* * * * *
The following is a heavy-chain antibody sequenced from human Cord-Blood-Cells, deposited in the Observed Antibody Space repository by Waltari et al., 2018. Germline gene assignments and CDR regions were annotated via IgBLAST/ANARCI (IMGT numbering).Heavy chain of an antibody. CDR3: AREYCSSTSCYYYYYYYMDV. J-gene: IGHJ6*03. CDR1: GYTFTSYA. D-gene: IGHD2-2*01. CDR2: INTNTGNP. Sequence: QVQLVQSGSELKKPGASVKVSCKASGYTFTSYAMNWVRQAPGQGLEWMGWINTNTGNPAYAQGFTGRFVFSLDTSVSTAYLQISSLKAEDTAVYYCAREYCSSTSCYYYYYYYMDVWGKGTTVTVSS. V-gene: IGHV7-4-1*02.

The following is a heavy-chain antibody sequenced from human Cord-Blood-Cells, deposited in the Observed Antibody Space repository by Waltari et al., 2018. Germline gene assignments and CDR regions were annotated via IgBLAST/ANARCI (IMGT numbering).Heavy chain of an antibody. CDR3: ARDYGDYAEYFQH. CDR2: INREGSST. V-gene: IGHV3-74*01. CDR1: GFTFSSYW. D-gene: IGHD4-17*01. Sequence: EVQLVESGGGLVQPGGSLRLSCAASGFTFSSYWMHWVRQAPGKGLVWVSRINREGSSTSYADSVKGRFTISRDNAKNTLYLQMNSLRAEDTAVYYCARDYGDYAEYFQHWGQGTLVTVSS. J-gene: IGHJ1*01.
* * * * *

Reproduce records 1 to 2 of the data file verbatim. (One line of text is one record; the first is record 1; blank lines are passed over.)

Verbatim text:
The following is a heavy-chain antibody sequenced from human Cord-Blood-Cells, deposited in the Observed Antibody Space repository by Waltari et al., 2018. Germline gene assignments and CDR regions were annotated via IgBLAST/ANARCI (IMGT numbering).Heavy chain of an antibody. CDR3: AREYCSSTSCYYYYYYYMDV. J-gene: IGHJ6*03. CDR1: GYTFTSYA. D-gene: IGHD2-2*01. CDR2: INTNTGNP. Sequence: QVQLVQSGSELKKPGASVKVSCKASGYTFTSYAMNWVRQAPGQGLEWMGWINTNTGNPAYAQGFTGRFVFSLDTSVSTAYLQISSLKAEDTAVYYCAREYCSSTSCYYYYYYYMDVWGKGTTVTVSS. V-gene: IGHV7-4-1*02.

The following is a heavy-chain antibody sequenced from human Cord-Blood-Cells, deposited in the Observed Antibody Space repository by Waltari et al., 2018. Germline gene assignments and CDR regions were annotated via IgBLAST/ANARCI (IMGT numbering).Heavy chain of an antibody. CDR3: ARDYGDYAEYFQH. CDR2: INREGSST. V-gene: IGHV3-74*01. CDR1: GFTFSSYW. D-gene: IGHD4-17*01. Sequence: EVQLVESGGGLVQPGGSLRLSCAASGFTFSSYWMHWVRQAPGKGLVWVSRINREGSSTSYADSVKGRFTISRDNAKNTLYLQMNSLRAEDTAVYYCARDYGDYAEYFQHWGQGTLVTVSS. J-gene: IGHJ1*01.